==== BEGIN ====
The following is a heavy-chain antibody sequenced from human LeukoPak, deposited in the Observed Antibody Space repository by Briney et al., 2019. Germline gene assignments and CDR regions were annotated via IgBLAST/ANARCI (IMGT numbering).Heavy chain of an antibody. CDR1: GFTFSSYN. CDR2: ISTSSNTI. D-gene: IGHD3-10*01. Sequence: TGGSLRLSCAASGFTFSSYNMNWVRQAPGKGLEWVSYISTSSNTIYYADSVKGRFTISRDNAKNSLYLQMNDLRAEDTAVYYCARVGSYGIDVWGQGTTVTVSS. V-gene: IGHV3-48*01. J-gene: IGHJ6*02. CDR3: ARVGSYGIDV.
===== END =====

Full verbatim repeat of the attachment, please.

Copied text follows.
The following is a heavy-chain antibody sequenced from human LeukoPak, deposited in the Observed Antibody Space repository by Briney et al., 2019. Germline gene assignments and CDR regions were annotated via IgBLAST/ANARCI (IMGT numbering).Heavy chain of an antibody. CDR1: GFTFSSYN. CDR2: ISTSSNTI. D-gene: IGHD3-10*01. Sequence: TGGSLRLSCAASGFTFSSYNMNWVRQAPGKGLEWVSYISTSSNTIYYADSVKGRFTISRDNAKNSLYLQMNDLRAEDTAVYYCARVGSYGIDVWGQGTTVTVSS. V-gene: IGHV3-48*01. J-gene: IGHJ6*02. CDR3: ARVGSYGIDV.